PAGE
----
**Definition**: The magnetomotive force (MMF) is defined as the work done in moving a unit magnetic pole once around the magnetic circuit. It is measured in ampere-turns.

Magnetomotive force (MMF) is like the pressure that makes magnetic flux happen in a magnetic circuit. Without MMF, there can’t be any flux in the magnetic circuit. MMF in a magnetic circuit is similar to electromotive force in an electric circuit.

## What is Magnetomotive Force?

The product of current and turns, known as IN, denotes the **magnetizing force** or **magnetic potential**, termed as **magnetomotive force (mmf)**.

The magnetic field strength of a coil magnet is influenced by the amount of current flowing through its turns.

More current flowing through the coil leads to a stronger magnetic field. Additionally, having more turns in a specific length concentrates the magnetic field.

The coil, resembling a bar magnet, possesses opposite poles at its ends, resulting in a magnetic field proportional to the ampere-turns.

The magnetomotive force (MMF) drives or tends to drive flux through a magnetic circuit and corresponds to electromotive force (EMF) in an electric circuit. Magnetomotive force is equal to the work done in joules in carrying a unit magnetic pole once through the entire magnetic circuit.

In fact, as potential difference between any two points is measured by the work done in carrying a unit charge from one points to another, similarly, mmf between two points is measured by the work done in joules in carrying a unit magnetic pole from one point to another.

## MMF Equation

This relationship is expressed as:

**MMF = Current (I) × Number of Turns (N)**

where I is the current in amperes and N is number of turns.

#### Practical Unit: Ampere-turn

The practical unit for measuring magnetomotive force is the ampere-turn, abbreviated as AT. This unit reflects the combined effect of current and turns in a coil.

MMF = N x I = 10 x 1 = 10 AT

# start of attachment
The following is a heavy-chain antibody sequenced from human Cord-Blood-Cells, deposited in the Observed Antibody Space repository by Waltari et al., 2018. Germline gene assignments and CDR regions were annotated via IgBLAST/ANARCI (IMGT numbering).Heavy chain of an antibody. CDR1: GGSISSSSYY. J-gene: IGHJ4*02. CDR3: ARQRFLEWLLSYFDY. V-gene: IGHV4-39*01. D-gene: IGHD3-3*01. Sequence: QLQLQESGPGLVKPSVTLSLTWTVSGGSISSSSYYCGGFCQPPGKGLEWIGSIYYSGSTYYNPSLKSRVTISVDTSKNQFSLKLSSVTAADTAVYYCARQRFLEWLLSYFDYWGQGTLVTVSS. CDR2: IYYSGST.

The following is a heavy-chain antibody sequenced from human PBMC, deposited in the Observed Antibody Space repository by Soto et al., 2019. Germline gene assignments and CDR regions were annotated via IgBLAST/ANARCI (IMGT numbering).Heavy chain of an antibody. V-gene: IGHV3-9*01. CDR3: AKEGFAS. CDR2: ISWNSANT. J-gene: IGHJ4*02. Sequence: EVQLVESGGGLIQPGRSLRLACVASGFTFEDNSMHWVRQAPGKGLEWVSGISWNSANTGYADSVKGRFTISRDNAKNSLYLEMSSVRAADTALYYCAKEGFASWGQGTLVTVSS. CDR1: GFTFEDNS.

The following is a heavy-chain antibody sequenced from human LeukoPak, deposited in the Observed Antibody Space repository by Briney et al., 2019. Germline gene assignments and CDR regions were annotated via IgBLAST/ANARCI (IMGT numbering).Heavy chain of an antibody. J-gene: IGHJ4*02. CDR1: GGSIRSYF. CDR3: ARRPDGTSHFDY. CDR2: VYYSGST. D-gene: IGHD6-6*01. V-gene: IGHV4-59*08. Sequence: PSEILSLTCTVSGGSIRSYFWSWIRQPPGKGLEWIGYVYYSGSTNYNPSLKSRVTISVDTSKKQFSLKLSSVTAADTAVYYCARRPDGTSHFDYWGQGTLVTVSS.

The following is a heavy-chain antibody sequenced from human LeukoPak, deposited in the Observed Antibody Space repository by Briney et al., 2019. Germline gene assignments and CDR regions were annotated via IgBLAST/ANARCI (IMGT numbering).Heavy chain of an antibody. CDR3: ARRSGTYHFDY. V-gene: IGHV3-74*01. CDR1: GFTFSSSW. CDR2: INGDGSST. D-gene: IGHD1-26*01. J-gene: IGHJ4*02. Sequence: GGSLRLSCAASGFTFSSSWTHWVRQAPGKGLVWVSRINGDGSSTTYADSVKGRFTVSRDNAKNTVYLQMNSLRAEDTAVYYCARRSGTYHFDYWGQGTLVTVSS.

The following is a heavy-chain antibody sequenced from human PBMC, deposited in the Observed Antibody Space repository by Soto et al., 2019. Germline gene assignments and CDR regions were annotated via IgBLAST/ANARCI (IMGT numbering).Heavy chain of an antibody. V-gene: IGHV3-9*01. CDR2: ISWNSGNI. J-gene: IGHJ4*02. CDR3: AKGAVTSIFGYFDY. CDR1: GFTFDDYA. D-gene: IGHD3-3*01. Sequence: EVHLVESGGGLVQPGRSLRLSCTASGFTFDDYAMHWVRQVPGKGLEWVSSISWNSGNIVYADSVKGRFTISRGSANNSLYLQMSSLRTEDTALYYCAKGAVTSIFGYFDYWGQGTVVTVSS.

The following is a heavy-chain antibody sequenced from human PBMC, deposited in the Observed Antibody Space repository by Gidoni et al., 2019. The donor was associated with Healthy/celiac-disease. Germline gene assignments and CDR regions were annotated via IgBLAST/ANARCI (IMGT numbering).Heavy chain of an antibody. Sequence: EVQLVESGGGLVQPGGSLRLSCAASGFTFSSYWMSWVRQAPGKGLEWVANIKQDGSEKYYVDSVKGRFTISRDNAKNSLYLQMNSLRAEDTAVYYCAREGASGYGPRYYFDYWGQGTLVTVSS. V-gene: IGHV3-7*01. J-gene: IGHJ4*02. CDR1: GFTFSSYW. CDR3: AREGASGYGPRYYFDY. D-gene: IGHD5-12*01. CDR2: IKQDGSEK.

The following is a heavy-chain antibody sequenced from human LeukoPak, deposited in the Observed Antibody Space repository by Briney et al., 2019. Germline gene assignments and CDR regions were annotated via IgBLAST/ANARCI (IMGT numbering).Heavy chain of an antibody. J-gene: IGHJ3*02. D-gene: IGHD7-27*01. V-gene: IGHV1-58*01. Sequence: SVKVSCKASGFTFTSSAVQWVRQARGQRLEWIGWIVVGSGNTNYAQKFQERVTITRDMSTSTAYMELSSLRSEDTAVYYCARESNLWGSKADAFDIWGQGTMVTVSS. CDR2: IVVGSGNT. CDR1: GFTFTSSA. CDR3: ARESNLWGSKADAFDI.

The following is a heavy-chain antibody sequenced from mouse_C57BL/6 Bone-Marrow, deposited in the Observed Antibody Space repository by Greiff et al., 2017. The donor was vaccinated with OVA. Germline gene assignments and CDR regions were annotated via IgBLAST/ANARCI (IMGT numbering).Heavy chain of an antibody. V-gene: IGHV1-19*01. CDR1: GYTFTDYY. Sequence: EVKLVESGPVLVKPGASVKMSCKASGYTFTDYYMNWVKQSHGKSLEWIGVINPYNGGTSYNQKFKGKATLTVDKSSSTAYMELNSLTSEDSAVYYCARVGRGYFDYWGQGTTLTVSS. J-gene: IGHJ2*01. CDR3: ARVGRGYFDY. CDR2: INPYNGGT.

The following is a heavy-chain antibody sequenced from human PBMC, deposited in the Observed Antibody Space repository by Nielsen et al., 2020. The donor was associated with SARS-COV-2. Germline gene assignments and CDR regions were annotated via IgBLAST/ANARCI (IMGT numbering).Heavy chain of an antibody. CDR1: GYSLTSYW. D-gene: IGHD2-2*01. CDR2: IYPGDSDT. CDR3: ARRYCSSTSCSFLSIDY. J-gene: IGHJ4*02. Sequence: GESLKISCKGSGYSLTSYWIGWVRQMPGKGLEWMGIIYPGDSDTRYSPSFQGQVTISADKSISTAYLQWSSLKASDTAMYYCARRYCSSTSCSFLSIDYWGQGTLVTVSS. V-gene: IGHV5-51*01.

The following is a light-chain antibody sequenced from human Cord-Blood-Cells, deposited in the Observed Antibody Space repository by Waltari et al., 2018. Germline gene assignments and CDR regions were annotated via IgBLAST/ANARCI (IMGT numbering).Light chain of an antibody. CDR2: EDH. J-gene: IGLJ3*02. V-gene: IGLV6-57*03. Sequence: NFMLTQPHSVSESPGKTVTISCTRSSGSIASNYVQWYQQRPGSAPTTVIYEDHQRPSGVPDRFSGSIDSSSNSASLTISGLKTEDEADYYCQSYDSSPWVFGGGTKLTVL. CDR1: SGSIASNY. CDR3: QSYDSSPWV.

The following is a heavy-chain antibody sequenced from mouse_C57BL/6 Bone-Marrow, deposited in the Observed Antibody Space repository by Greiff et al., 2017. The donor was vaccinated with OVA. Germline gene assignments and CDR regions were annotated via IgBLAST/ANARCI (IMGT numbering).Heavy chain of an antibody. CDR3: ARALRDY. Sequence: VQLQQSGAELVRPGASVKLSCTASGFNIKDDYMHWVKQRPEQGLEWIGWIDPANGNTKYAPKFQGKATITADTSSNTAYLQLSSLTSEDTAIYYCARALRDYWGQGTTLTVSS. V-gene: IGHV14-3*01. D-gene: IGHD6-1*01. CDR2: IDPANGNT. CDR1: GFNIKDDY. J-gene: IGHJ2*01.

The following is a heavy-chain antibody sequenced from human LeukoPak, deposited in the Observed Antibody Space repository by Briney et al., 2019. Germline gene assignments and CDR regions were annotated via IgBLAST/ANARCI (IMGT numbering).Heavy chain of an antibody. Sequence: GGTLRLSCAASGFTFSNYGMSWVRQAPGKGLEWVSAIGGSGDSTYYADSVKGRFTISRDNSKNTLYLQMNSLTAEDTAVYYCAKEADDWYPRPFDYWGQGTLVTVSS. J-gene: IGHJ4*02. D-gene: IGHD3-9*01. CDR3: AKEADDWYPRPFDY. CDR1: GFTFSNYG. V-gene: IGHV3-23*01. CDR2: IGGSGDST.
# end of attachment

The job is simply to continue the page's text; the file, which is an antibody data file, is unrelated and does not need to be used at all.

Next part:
MMF = N x I = 5 x 2 = 10 AT

Two examples of equal ampere-turns for the same mmf are shown above. A solenoid with 5 turns and 2 amperes exhibits the same magnetizing force as one with 10 turns and 1 ampere, as the product of amperes and turns remains consistent.

Utilizing thinner wire allows for more turns to be accommodated within a given space, influencing the magnetic field strength. The amount of current flowing through the coil depends on the wire’s resistance and the source voltage.

The required number of ampere-turns depends on the desired magnetic field strength. Adjustments in current or turns can be made accordingly.

## Units of Magnetomotive Force

The ampere-turn, AT, is an SI unit. It is calculated as NI with the current in amperes.

The cgs unit of mmf is the **gilbert**, abbreviated **Gb**.

One ampere-turn equals 1.26 Gb. The number 1.26 is approximately 4π/10, derived from the surface area of a sphere, which is 4πr^{2}.

To convert IN to gilberts, multiply the ampere-turns by the constant conversion factor 1.26G/1 AT.

As an example, 1000 AT is the same mmf as 1260 Gb. The calculations are 1000 AT × 1.26 Gb/1 AT = 1260 Gb. Note that the units of AT cancel in the conversion.

Description | Information |
---|---|

Ampere-turn (AT) | SI unit for magnetomotive force |

Calculation | AT = I × N |

cgs unit of mmf | Gilbert (Gb) |

Conversion factor | 1 AT = 1.26 Gb |

Conversion to gilberts | Multiply AT by 1.26 Gb |

Example conversion | 1000 AT = 1260 Gb |

## Solved Example Problems

**Example 1**

Calculate the ampere-turns of mmf for a coil with 2000 turns and a 5-mA current.

**Solution**:

To calculate the ampere-turns (AT) of magnetomotive force (mmf) for a coil with 2000 turns and a 5-mA (0.005 A) current, we can use the formula:

$\text{AT} = I \times N $

Where:

- ( I ) = Current in amperes
- ( N ) = Number of turns

Given:

- I = 0.005 A
- N = 2000 turns

Substituting the values:

$\text{AT} = 0.005 \, \text{A} \times 2000 \, \text{turns} $

$ \text{AT} = 10 \, \text{A-turns} $

So, the ampere-turns of mmf for the given coil is 10 A-turns.

**Example 2**

To find the number of turns required for a coil to provide a magnetizing force of 600 A?t with a current of 4 A, we can rearrange the formula for ampere-turns:

$ \text{AT} = I \times N $

Given:

- AT = 600 ) AT
- I = 4 A

We rearrange the formula to solve for ( N ):

$ N = \frac{\text{AT}}{I} $

Substituting the given values:

$ N = \frac{600 \, \text{A?t}}{4 \, \text{A}} $

$ N = 150 \, \text{turns} $

Therefore, 150 turns are necessary for the coil to provide a magnetizing force of 600 AT with a current of 4 A.